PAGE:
A conclusion that a tenancy at will in effect at the time of an injury to the tenant in a common passageway had commenced upon the expiration of a written lease some two years earlier was not precluded by the facts that in the interval there had been two slight increases in the rent and the landlord had referred to termination of tenancy and to creation of a new tenancy in letters to the tenant notifying her of the rent increases.
A finding that the landlord of a building was liable to a tenant therein for injuries sustained in a fall on a torn rubber mat in a common passageway was warranted by evidence that the mat was in good condition at the commencement of the tenancy some two years before the accident, and that the tenant noticed the torn condition about a year before the accident and spoke to the janitor in that year.
TORT. Writ in the Superior Court dated January 10, 1962.
The action was heard without jury by Sullivan, J.
Neil L. Lynch for the defendants.
Joseph J. Hurley for the plaintiff.
WHITTEMORE, J. This tort action was begun by Mrs. Joan Healy (hereinafter called the plaintiff) for injuries sustained
in falling on a badly torn rubber mat in a common passageway in the building in which she was a tenant. She died after the trial and the administratrix of her estate was admitted to prosecute the action.
The case was tried under the rule that the condition of the premises at the start of the tenancy determined the landlord's obligation. The accident occurred on March 31, 1960. The judge, without a jury, found for the plaintiff. The evidence permitted the conclusion that the tenancy for purposes of the rule began not later than May 14, 1958, when a written lease, effective in May, 1957, expired and Mrs. Healy became a tenant at will, inferentially at the same rent as under the lease of forty-seven dollars a month. The increase in rent to fifty dollars in September, 1958, and to fifty-two dollars on January 5, 1960, did not require a ruling that new tenancies had been created. Chapman v. Standen, 302 Mass. 4 . Denny v. Burbeck, 333 Mass. 310 , 313. See Bridges v. Boston Housing Authy. 342 Mass. 207 , 211. The letters notifying Mrs. Healy of the rental increases had referred to the termination of tenancy and (in the second letter) to the creation of a new tenancy but this did not bar the conclusion that the substance of the relationship was a continuing tenancy at will at slight increases in rent.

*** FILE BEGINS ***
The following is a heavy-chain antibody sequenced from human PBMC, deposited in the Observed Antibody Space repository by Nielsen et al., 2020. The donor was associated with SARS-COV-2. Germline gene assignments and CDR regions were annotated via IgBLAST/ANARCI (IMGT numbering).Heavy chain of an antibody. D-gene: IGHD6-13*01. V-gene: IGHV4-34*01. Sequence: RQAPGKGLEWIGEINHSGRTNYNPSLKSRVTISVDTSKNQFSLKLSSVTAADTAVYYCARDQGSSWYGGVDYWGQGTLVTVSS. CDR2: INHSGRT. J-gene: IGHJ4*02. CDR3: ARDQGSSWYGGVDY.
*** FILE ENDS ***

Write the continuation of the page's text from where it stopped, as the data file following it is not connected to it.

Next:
The judge could find that the mat was not in a dangerous condition in 1958. There was express testimony that it was in good condition in May, 1957, and that the plaintiff first noticed the torn condition about a year before her fall and that she spoke to the janitor in the year before the accident. This warranted an inference that the mat remained in a safe condition in May, 1958.
We need not consider the contention of the administratrix (founded in the provision of the 1957 lease that on its termination its "terms and conditions . . . shall apply as long as the occupant remains in occupancy") that the tenancy at the time of the accident began in May, 1957.
There was no error in the admission of evidence or in the rulings made.